Hi everyone. The following entry is just a brief recap of the day I spent at the 2019 ATSA conference last week, slightly modified from a post I left about it on Virped…
Although I haven’t been around here much of late, I do still keep in touch with a few other MAPs and also a MAP advocate who lives relatively near by. There is one particular MAP that lives here in Atlanta who is a fairly prominent MAP figure but I can’t say who he is because I don’t think he wants the world to know where he lives. The MAP advocate I’m speaking of is Rusty, who some of you may be familiar with from Twitter.
So earlier this year I heard that the 2019 ATSA (The Association for the Treatment of Sexual Abusers) conference was going to be here in November. When I got wind of that, I was immediately excited about who it might give me the opportunity to meet. I let my MAP friend and also Rusty know about it and we all agreed that we should make plans to try to attend in some capacity if we could.
Over the last few weeks, this other MAP and I arranged to meet up with Dr Elizabeth Letourneau and also Candice Christiansen from the Global Prevention Project on Friday 11/8. I got approved to take the day off work and everything was set. We were to meet with Dr Letourneau in the morning at 10:00 AM and then Candice later in the afternoon. I figured we’d have several hours of downtime in between and would just have to find things to do in Downtown Atlanta or maybe wind up coming back to my apartment for a while. That’s not how it worked out.
We did meet up with Dr Letourneau at 10:00 and talked with her for about an hour. She is an amazing lady and she’s done and is still doing some very important work that can and I think will both prevent sexual abuse and also improve the lives of MAPs in general. The sad and frustrating thing is that she told us they have trouble securing funding for a lot of the work they’re trying to do, but it was exciting to hear about none the less. Dr Letourneau had to leave town that afternoon, so we had to end our conversation after about an hour so that she could go check out of the hotel.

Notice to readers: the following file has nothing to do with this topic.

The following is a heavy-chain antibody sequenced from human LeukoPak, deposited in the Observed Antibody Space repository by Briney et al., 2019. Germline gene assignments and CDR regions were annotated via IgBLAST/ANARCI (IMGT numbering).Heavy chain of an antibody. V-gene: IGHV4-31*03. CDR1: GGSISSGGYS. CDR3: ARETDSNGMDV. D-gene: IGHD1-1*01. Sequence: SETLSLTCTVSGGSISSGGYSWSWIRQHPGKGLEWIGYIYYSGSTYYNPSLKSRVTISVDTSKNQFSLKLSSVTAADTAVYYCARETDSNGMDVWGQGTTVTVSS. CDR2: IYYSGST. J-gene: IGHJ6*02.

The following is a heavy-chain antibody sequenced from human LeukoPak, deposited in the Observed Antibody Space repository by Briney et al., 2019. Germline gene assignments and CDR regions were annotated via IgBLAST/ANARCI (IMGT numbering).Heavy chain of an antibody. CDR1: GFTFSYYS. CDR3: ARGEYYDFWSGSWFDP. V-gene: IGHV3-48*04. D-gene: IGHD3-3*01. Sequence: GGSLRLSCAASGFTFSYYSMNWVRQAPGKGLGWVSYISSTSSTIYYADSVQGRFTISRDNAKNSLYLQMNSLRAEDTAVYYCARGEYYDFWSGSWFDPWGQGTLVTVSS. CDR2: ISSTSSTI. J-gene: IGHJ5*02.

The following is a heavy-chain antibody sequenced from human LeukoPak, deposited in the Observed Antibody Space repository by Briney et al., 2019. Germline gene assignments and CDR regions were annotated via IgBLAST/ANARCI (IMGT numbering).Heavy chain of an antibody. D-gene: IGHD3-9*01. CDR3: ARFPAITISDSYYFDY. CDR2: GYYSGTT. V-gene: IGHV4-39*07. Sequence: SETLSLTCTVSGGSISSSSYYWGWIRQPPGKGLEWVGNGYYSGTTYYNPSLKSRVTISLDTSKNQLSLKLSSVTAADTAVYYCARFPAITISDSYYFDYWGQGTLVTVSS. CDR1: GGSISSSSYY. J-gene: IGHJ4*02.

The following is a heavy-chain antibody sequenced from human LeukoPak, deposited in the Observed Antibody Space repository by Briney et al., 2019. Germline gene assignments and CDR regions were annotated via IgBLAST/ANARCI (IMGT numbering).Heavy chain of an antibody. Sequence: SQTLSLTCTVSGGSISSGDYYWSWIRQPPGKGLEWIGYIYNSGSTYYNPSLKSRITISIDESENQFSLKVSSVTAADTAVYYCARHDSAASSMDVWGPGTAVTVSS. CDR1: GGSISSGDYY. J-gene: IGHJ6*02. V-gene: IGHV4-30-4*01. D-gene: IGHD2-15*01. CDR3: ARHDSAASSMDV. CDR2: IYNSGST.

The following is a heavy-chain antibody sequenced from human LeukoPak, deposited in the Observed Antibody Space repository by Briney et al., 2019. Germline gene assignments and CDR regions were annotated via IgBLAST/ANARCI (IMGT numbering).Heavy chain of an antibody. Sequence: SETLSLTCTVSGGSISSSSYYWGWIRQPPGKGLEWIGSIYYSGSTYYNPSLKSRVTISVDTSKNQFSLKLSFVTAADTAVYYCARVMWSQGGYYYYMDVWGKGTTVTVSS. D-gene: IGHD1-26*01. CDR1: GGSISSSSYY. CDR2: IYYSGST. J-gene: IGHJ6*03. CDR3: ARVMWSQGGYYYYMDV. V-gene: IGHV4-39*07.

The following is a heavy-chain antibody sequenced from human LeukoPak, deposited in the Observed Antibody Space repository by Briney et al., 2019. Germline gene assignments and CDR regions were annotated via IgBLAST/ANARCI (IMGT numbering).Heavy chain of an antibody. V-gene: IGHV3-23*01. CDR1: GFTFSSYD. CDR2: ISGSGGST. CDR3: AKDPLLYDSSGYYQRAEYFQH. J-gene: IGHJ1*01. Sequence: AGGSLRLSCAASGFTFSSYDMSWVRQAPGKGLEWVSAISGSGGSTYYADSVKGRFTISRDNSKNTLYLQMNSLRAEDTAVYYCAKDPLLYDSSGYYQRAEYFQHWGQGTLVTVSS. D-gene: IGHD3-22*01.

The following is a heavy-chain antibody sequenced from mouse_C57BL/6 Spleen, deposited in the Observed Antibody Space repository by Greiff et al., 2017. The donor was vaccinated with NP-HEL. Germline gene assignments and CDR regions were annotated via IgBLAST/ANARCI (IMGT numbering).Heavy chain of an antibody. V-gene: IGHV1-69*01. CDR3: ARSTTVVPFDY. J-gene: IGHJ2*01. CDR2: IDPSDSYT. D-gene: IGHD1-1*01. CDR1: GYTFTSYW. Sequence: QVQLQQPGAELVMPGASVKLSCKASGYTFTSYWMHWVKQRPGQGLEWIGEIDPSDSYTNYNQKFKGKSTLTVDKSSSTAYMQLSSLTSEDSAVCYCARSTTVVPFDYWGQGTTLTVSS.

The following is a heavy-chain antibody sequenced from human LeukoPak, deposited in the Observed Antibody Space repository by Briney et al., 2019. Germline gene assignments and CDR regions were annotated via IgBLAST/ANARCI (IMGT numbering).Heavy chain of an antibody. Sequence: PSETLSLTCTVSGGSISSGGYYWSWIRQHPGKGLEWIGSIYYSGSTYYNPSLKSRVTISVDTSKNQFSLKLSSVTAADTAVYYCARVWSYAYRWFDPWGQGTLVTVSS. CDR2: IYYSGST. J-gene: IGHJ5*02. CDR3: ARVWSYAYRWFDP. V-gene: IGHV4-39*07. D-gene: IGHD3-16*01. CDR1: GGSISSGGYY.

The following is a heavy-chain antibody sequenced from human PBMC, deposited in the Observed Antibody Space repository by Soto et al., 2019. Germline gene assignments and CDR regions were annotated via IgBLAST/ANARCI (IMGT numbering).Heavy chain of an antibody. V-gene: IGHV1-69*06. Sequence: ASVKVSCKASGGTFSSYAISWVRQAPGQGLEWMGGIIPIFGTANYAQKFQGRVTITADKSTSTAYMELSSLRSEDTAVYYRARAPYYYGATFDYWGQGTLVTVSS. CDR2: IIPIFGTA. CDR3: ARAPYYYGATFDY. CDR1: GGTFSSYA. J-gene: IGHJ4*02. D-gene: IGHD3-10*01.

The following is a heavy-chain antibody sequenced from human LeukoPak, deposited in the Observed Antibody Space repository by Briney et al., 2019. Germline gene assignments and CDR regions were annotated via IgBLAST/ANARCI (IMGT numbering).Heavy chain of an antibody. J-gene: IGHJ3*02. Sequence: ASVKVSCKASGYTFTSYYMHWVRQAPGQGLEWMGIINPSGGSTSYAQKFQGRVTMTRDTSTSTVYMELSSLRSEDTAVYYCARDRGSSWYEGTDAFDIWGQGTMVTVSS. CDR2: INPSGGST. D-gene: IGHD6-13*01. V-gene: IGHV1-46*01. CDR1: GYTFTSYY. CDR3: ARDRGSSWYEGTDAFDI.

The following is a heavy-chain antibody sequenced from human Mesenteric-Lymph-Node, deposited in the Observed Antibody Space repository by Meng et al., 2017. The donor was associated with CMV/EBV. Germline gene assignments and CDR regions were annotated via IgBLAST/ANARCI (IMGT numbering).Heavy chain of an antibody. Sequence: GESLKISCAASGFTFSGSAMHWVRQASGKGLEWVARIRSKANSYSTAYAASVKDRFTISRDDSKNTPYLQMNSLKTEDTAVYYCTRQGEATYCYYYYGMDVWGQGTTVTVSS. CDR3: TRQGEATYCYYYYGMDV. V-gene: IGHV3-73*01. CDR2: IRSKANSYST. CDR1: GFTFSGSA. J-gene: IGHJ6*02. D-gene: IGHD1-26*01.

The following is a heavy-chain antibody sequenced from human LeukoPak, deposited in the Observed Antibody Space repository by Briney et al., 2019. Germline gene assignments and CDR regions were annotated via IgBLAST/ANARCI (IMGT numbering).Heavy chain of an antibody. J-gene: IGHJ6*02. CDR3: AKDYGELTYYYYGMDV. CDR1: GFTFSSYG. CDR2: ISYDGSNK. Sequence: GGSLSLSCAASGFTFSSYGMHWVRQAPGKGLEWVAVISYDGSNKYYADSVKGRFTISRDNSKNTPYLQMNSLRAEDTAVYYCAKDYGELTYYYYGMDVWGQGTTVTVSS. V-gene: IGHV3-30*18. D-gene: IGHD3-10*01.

A short while after we said goodbye to Dr. Letourneau, I got a message from Candice saying she wanted to go ahead and meet up with us. So, we met her in the hotel lobby and she led us downstairs to where the conference was being held. I didn’t think we’d be allowed in not having paid for passes but be we were. There were areas of the conference we couldn’t go into and workshops we could not attend but the main conference floor was open to just anyone. We wound up spending most of the day with Candice and got to be introduced to a number of very important people in the field. Dr Craig Harper, Dr Gilian Tenbergen, Dr Theresa Robertson, Mike from NARSOL/The Registry Report, Jeremy from Prostasia (who we went to lunch with), and a few more I’m probably forgetting or who’s name’s I may not have gotten.
I can’t tell you guys how liberating it was to just walk around in a public place and introduce myself as an open MAP. The whole day was like an overwhelming whirl-wind, but in a very good way. We didn’t wind up having to find things to do to kill time at all, because we pretty much spent the whole day at the conference meeting people, shaking hands, etc, usually with Candice at our side. I had already been excited about meeting Dr. Letourneau and Candice but if I’d know how the day was going to turn out, I would have been way more excited about it. I mean, I thought we were going to meet a couple of people for maybe an hour at a time and spend the interim hours at the Aquarium or something. I had no idea I was going to wind up spending the whole day at the conference, more or less repping the MAP community to so many important folks. It was fucking amazing. Oh, and Candice is also an awesome human being in case I haven’t made that clear enough. I hope more of you get the chance to meet her some day and I hope I will get to see her at some point in the future as well.
Anyway, I’d have been remiss if I didn’t come here and at least tell everyone about it. I only wish more of you could have experienced it. It wouldn’t be exaggerating to call it one of the most memorable days of my life. I wish I could attend more of these but they move around every year, and if it isn’t close enough to catch an Uber to, it probably isn’t happening. So, that was probably my one chance. I’m glad I made the most of it.